“The main driver underlying Moody’s decision to affirm the Swedish government’s Aaa rating and stable outlook is Moody’s expectation of continued healthy public finances relative to Aaa-rated global peers,” the company said.
Moody’s Investors Service also said that it kept Sweden’s gold-plated rating because of expectations that the government “will continue its conservative management of its fiscal position, based on the government’s medium-term expenditure ceilings and surplus targets.”
Those policies have resulted in a general downward trend in the public debt-to-gross domestic product ratio over the past decade, it said.
“Even among Aaa-rated peers, the country’s public finance indicators compare very favourably,” the international rating agency said.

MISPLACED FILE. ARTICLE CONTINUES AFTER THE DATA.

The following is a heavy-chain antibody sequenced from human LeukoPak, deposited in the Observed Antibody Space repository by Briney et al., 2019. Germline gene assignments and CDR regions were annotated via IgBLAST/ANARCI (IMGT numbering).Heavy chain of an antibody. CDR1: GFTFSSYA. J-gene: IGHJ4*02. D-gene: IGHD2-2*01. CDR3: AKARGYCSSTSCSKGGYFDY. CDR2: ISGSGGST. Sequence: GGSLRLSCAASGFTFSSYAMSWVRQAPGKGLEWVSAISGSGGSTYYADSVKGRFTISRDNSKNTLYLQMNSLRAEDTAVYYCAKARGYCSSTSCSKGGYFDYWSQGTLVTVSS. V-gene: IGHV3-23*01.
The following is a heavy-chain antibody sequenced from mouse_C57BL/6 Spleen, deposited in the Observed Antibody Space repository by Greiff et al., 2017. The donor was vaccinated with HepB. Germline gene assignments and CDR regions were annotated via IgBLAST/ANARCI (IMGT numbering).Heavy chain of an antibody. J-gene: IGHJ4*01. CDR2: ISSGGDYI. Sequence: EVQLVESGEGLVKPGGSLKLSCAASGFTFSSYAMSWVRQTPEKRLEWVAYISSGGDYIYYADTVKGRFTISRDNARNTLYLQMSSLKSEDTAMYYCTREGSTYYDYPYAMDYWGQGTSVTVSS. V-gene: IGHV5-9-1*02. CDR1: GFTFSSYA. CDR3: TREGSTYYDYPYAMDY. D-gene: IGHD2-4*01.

Sweden’s general government debt fell from 73.3 percent of GDP in 1996 to 38.4 percent of GDP in 2011, compared with a median debt-to-GDP ratio of 46.8 percent for Aaa-rated sovereign debt in the same year.
Even though the weaker economic outlook in 2012-2013 will limit tax receipts and result in an average budget deficit of 0.1 percent of GDP over the two-year period, Moody’s said, it still expects the country’s debt to further decline to about 35 percent of GDP in the next three years.
Moody’s projected Sweden’s economic would grow 1.1 percent in 2012 and 1.9 percent in 2013.
“This is a favourable performance compared with the poor short-term economic outlook for many of Sweden’s Aaa-rated peers,” it said.
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